• The painter Carl Spitzweg collected recipes, which he often provided with drawings or collages. For his niece Nina Spitzweg, he prepared a series of illustrated cooking recipes, which he said came from at least five cookbooks. Regarding the “strawberry jam”, he remarked: The same applies here as for the preparation of cherry jam . See this.
  • A host in the Wachau who refused to call his apricot jam "apricot jam" triggered the "apricot affair". This led to an exception to the designation rule.
  • In Eastern Austria, the joke name Marmeladinger is common for Northern Germans.
  • In Croatia, the term “jam” is also used for garlic with olive oil.

See also


Individual evidence

  1. a b Kluge. Etymological dictionary of the German language . Edited by Elmar Seebold . 25th, revised and expanded edition. De Gruyter, Berlin / Boston 2011, under jam; Etymological dictionary of German. Developed under the direction of Wolfgang Pfeifer . Akademie, Berlin 1989 and numerous new editions, under jam .
  2. a b Federal Law Gazette for the Republic of Austria: 367th Ordinance: Jam Ordinance 2004
  3. Information for the production and marketing of jams, marmalades and fruit spreads. (PDF (33.5 kB)) Food monitoring, animal protection and veterinary service of the state of Bremen, January 24, 2018, accessed on November 19, 2019 .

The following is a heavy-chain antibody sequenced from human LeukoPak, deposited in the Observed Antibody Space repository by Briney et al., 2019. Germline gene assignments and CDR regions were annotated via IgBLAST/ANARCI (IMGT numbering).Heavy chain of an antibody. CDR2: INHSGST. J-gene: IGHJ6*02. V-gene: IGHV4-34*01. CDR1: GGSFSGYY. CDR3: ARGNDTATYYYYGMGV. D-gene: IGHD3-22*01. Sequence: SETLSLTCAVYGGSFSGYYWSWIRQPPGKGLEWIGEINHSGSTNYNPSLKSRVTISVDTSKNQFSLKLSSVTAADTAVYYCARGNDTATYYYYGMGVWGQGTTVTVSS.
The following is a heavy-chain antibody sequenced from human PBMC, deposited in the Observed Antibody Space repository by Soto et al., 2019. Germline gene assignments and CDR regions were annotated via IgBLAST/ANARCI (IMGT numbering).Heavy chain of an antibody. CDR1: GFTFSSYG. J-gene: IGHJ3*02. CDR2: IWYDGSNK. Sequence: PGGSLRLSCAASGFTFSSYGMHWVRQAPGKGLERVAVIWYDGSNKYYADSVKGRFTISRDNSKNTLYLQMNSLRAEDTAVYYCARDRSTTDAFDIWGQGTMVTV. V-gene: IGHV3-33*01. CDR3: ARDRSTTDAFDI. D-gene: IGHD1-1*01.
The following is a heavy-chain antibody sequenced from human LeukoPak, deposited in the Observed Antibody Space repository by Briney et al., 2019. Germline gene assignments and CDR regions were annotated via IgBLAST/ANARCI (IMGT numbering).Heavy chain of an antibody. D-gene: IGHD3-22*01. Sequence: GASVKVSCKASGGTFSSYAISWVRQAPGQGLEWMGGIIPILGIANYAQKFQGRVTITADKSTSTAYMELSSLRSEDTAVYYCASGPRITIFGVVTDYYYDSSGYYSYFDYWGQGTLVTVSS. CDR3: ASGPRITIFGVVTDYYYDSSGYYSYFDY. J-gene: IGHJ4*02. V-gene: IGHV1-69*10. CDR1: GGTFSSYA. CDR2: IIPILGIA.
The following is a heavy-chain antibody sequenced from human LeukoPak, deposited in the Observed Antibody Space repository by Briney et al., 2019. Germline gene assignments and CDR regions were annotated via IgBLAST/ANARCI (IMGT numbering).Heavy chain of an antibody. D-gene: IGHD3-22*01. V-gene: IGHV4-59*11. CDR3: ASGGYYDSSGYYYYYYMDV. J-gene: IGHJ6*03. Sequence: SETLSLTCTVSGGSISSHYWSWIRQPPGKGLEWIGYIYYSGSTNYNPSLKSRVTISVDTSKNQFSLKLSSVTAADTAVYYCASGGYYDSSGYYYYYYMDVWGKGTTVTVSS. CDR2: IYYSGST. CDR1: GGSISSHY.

4. For Switzerland see Linguistic Atlas of German-speaking Switzerland . Volume V, Map 191 and Christoph Landolt : Jam - then and now . «Word history» from October 26, 2016, ed. from the editors of the Swiss Idiotikon .
  5. ^ Friedrich Kluge : Etymological dictionary of the German language. 21st edition edited by Walther Mitzka. Walter de Gruyter, Berlin / New York 1975, Lemma Marmelade .
  6. ^ Samuel Pepys: The diaries 1660–1669. Edited by Gerd Haffmans and Heiko Arntz, Haffmans Verlag bei Zweausendeins, Berlin 2010, ISBN 978-3-942048-18-7 , vol. 9, page 491
  7. a b Helena Attlee: The Land Where Lemons Grow . P. 85
  8. ^ A b W. M. Matthew: The Keiller Dynasty 1800–1879 reports on the history of the Keillers; BBC News Legacies: Keiller's: Sticky Success : offers a shortened version
  9. ^ Sindelfinger Zeitung / Böblinger Zeitung: From the quince to the strawberry
  10. Directive 79/693 / EEC
  11. Directive 2001/113 / EC
  12. Leaflet for self-marketers of jams, jellies, jams and fruit spreads. Retrieved March 27, 2018.
  13. ^ Ordinance on jams and some similar products.
  14. Entire legal regulation for jam regulation.
  15. Recipe for buckwheat cake from South Tyrol ( Memento from June 26, 2010 in the Internet Archive )
  16. ^ Gerhard Tötschinger : Would you like to dine? A culinary foray through the countries of the Austrian monarchy. Amalthea Verlag 1996. ISBN 978-3-85002-384-9 , page 139
  17. ^ The apricot affair in the Berliner Zeitung of December 22, 2006 (accessed on December 24, 2013)

Web links

Commons : jam  - collection of images
Wikibooks: Recipe for jam / jam  - learning and teaching materials
Wiktionary: jam  - explanations of meanings, word origins, synonyms, translations